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Reactive Airway Disease in Children, Adults – Symptoms and Treatment

What is Reactive Airway Disease?

Reactive Airway Disease is a condition involving the antigen-antibody reaction in the lung and the activation of the inflammatory cascade that results in airway inflammation. Reactive airway disease should not be confused with asthma, as the disease is broader than asthma in children and adults. Patients may experience wheezing without asthma. However, the manifestations and management of reactive airway disease and asthma is synonymous.

Reactive airways disease affects up to one-third of the population in children. Reactive airway disease accounts for up to 200,000 hospitalizations and 13 million healthcare visits in the United States. Reactive airway disease is common in Hispanic and black children. In fact, hospitalizations from reactive airway disease is four times higher in African Americans that in whites. Reactive airway disease also affects both children and adults with the peak of affectation in children during the ages six to eleven.

The mechanism of the disease involves narrowing of the airways as a result of bronchoconstriction and airway inflammation with resulting production of lung secretions. The changes in the airways results from the activation of an inflammatory response and immunity because of an antigen inhaled into the lungs.

Reactive Airway Disease

Symptoms of Reactive Airway Disease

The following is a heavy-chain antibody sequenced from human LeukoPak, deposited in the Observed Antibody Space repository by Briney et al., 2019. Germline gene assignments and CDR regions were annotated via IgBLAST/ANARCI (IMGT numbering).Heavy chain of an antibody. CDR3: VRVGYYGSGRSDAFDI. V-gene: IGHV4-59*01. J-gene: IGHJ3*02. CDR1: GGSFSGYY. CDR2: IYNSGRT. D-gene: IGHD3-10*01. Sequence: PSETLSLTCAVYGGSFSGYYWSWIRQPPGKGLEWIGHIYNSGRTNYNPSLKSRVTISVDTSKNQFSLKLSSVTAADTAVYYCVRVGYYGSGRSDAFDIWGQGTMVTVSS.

Reactive airway disease symptoms result from the inflammatory cascade that happens in the lungs. Asthma may also be a sign of reactive airway disease, making the two interchangeable.

Symptoms of reactive airway disease include:

  • Fever – Fever may be a sign of ongoing infections and the inflammatory process in the lungs as a result of an antigen-antibody reaction.
  • Dyspnea and Tachypnea – because of airway affectation, patients also exhibit fast breathing because only a small percentage of oxygen is enhaled. Dyspnea is experienced because of significant narrowing of the bronchioles.
  • Wheezing – Wheezing is a high-pitched sound heard during expiration as a result of the airway narrowing.
  • Coughing – The patient may also exhibit coughing as the lung’s way of eliminating the allergen or secretions.
  • Tachycardia – Patients may also experience fast heart rate because of the body’s attempt to deliver more oxygen to the cells.
  • Flushing and cyanosis – A flushed face or body is an early sign of hypoxia because the body compensates to increase oxygenation by increasing the blood flow. However, the blood may only carry small amounts of oxygen due to respiratory compromise. Prolonged hypoxia may eventually lead to cyanosis.
  • Nasal Flaring – Nasal flaring is a sign of respiratory distress as they body attempts to increase oxygen inhaled through the nose.
  • Intercostal retractions – There will also be retractions of the intercostal muscles because of severe respiratory compromise.
  • Hyperresonance of the lungs – Hyperresonance may indicate lung consolidation because of accumulation of pulmonary secretions.
  • Altered mental status -Poor oxygenation may also affect the brain cells and lead to altered levels of consciousness.
  • Allergic shiner – These are dark semicircles under the eyes as a result of allergic reactions.
  • Barrel chest – Patients may also exhibit an increased anteroposterior diameter of the chest because of severe lung consolidation.